How to Master Focus Time in 2024

Kelcy Ballantyne

Do you want to become more productive with your workday? Are you looking for a strategy to increase your day-to-day output without experiencing burnout? Today’s modern workplace is full of distractions; whether it's noisy colleagues, people walking around, or phone conversations, it’s hard sometimes to find time to get real work done.

Having dedicated time to knuckle down and concentrate on a piece of work provides the opportunity to complete complex tasks, brainstorm fresh ideas and produce work of a much higher quality.


So what is Focus Time?

Focus time is simply intentional (usually 2-3hours) of uninterrupted blocks of time within your day to tackle your most crucial tasks. Countering the effect of meetings, appointments, and disruptions that can stop us from having enough time to focus. Allocating time for periods of concentration boosts productivity, fosters creativity and improves overall output.

Being busy doesn’t always translate to being productive. The problem with being ‘busy’ is that it can be easy to fall into the trap of getting bogged down in low-level tasks that you neglect more challenging projects. If your calendar quickly gets filled with all types of meetings throughout the workweek, this doesn’t leave you with enough time to get your productive work done. Dedicating focus time enables you to turn off all your distractions and focus solely on the task at hand.


How does Focus Time Work?

How can you put the focus time method into practice? One way to approach it is to categorise tasks based on their difficulty level. Cal Newport, author of Deep Work, introduced a handy method for structuring your work:

1.    Shallow Work: Involves your low-level (minimal brainpower) tasks, such as answering team messages, emails, or quick tasks. These can be completed amidst distractions.

2.    Deep Work: These require brain power and are usually more demanding tasks that require intense concentration, i.e. strategy sessions, conceptualising a new idea or problem-solving.


How should you divide your time between shallow work and deep work? This will depend on the nature of your role, but an effective method is to group all your shallow work together so that it doesn’t become a blockage for your deep work tasks. This method is called ‘Task Batching’. Other time blocking methods include:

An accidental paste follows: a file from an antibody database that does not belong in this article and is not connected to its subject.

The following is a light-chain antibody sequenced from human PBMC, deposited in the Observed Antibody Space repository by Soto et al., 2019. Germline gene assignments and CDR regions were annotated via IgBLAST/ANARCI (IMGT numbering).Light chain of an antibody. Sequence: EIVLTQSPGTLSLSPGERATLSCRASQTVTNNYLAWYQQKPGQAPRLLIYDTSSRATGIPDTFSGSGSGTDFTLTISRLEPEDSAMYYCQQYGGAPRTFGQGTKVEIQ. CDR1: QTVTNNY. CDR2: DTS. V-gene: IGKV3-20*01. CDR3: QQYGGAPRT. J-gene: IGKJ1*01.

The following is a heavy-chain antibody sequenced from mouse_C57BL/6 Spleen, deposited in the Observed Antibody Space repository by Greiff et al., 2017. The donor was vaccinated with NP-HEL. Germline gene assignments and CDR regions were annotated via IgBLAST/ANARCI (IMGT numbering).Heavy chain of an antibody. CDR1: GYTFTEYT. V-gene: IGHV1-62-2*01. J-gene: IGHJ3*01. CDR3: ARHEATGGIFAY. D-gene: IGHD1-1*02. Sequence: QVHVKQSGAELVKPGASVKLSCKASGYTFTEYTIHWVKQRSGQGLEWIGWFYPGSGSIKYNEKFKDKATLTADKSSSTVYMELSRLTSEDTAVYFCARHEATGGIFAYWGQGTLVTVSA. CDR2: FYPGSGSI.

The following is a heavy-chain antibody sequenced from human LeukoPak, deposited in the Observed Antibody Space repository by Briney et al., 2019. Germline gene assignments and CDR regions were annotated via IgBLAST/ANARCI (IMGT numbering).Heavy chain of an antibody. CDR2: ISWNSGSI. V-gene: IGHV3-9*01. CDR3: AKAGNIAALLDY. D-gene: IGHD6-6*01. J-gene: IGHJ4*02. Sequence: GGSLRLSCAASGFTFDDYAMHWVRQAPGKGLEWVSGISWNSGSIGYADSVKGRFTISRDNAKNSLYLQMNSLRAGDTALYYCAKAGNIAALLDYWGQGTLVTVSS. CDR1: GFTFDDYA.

Day theming: If you find yourself juggling several significant projects or responsibilities, consider adopting a day-theming approach to allocate a specific focus for each day of the week.

Promodoro technique: This involves a series of timers to give yourself regular breaks during your focussed sessions. For example, you work for 30 minutes uninterrupted, followed by a 5-minute break; repeating this cycle four times.

According to Cal Newport, the brain can’t do more than 4 hours/day of deep work – so consider that as the ‘most aggressive’ time allocation for scheduling focus time in your calendar.


Focus Time best practices

Whichever method you adopt will depend on you; however, putting focus time into practice isn’t always easy. Here are some tips to make your focus time successful:

·      Protect your focus time by viewing them as static – avoid rescheduling.

·      Take regular breaks – incorporate short mental breaks to give you a chance to rest.

·      Have a plan – setting time is one thing, but if you don’t have a plan, it can lead to multitasking.

·      Eliminate as many distractions as possible – work from home, put your phone away, or set your Teams to ‘Do not disturb’  


How to implement the Focus Time with Microsoft 365 applications.

Allocating focus time can be facilitated by leveraging the functionality of your Microsoft 365 applications.


·      Calendar Blocking– Establish specific blocks in Outlook for focus time. Set these appointments as either ‘busy’ or ‘private’ to indicate to others that they can’t be interrupted.

·      Automatic replies –Use the out-of-office feature in Outlook to set automatic replies during focus times to briefly explain that you are in a focused work session and will reply later.


Microsoft Teams

Use the ‘Do not disturb’ status feature on Teams to suppress notifications during your focus time.


Microsoft Edge

If you use Microsoft Edge as your browser, take advantage of the Focus Mode feature.


To-Do and Planner

Use Microsoft To-Do or Planner to prioritise tasks for your focus time. Break down larger tasks into smaller, more manageable activities or categorise them as shallow or deep work.

Focus time is a brilliant method for productivity. It can allow you to get more out of your workday in far less time, reduce stress and improve work-life balance. While various approaches exist for managing focus time, the key is finding the right method for you, your role and your working style. Utilising the power of your Microsoft 365 applications can be the key to your focus time success in 2024. If you’re interested in learning more about how to leverage Microsoft 365to become more productive contact us at